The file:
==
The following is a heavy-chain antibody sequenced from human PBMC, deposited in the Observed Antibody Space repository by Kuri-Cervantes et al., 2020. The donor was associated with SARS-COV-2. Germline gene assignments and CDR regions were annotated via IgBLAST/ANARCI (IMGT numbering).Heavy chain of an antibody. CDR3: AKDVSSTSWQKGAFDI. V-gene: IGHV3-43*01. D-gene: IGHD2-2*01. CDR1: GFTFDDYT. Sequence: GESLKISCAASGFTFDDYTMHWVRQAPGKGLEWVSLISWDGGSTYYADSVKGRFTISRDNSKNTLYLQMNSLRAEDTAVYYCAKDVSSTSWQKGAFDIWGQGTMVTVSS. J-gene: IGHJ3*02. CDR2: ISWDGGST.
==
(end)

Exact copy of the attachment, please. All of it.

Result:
The following is a heavy-chain antibody sequenced from human PBMC, deposited in the Observed Antibody Space repository by Kuri-Cervantes et al., 2020. The donor was associated with SARS-COV-2. Germline gene assignments and CDR regions were annotated via IgBLAST/ANARCI (IMGT numbering).Heavy chain of an antibody. CDR3: AKDVSSTSWQKGAFDI. V-gene: IGHV3-43*01. D-gene: IGHD2-2*01. CDR1: GFTFDDYT. Sequence: GESLKISCAASGFTFDDYTMHWVRQAPGKGLEWVSLISWDGGSTYYADSVKGRFTISRDNSKNTLYLQMNSLRAEDTAVYYCAKDVSSTSWQKGAFDIWGQGTMVTVSS. J-gene: IGHJ3*02. CDR2: ISWDGGST.